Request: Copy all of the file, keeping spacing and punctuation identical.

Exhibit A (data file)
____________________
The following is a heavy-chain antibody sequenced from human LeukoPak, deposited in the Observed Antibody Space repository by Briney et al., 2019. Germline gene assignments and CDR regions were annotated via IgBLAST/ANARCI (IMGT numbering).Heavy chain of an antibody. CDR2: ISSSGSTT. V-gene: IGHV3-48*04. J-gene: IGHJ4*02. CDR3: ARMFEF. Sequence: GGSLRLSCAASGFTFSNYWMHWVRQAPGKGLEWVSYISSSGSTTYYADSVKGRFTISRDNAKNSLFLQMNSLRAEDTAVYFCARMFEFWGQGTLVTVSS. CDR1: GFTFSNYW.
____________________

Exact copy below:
The following is a heavy-chain antibody sequenced from human LeukoPak, deposited in the Observed Antibody Space repository by Briney et al., 2019. Germline gene assignments and CDR regions were annotated via IgBLAST/ANARCI (IMGT numbering).Heavy chain of an antibody. CDR2: ISSSGSTT. V-gene: IGHV3-48*04. J-gene: IGHJ4*02. CDR3: ARMFEF. Sequence: GGSLRLSCAASGFTFSNYWMHWVRQAPGKGLEWVSYISSSGSTTYYADSVKGRFTISRDNAKNSLFLQMNSLRAEDTAVYFCARMFEFWGQGTLVTVSS. CDR1: GFTFSNYW.